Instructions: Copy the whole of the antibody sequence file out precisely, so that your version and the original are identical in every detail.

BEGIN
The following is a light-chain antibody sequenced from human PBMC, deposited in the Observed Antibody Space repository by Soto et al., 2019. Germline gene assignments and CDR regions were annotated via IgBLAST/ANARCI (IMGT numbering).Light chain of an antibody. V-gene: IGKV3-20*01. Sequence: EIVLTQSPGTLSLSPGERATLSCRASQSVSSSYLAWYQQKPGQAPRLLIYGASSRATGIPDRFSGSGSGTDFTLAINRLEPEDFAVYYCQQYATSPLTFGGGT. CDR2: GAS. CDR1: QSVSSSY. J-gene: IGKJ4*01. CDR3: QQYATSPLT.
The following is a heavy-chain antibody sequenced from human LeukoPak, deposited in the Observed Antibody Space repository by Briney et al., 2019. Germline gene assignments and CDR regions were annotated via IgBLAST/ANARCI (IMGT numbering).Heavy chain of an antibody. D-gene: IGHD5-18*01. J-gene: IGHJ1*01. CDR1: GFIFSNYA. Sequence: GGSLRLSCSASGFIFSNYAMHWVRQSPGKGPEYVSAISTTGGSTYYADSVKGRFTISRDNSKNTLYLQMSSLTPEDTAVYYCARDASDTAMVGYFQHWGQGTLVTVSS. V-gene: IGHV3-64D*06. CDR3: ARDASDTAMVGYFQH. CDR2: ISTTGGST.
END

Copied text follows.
The following is a light-chain antibody sequenced from human PBMC, deposited in the Observed Antibody Space repository by Soto et al., 2019. Germline gene assignments and CDR regions were annotated via IgBLAST/ANARCI (IMGT numbering).Light chain of an antibody. V-gene: IGKV3-20*01. Sequence: EIVLTQSPGTLSLSPGERATLSCRASQSVSSSYLAWYQQKPGQAPRLLIYGASSRATGIPDRFSGSGSGTDFTLAINRLEPEDFAVYYCQQYATSPLTFGGGT. CDR2: GAS. CDR1: QSVSSSY. J-gene: IGKJ4*01. CDR3: QQYATSPLT.
The following is a heavy-chain antibody sequenced from human LeukoPak, deposited in the Observed Antibody Space repository by Briney et al., 2019. Germline gene assignments and CDR regions were annotated via IgBLAST/ANARCI (IMGT numbering).Heavy chain of an antibody. D-gene: IGHD5-18*01. J-gene: IGHJ1*01. CDR1: GFIFSNYA. Sequence: GGSLRLSCSASGFIFSNYAMHWVRQSPGKGPEYVSAISTTGGSTYYADSVKGRFTISRDNSKNTLYLQMSSLTPEDTAVYYCARDASDTAMVGYFQHWGQGTLVTVSS. V-gene: IGHV3-64D*06. CDR3: ARDASDTAMVGYFQH. CDR2: ISTTGGST.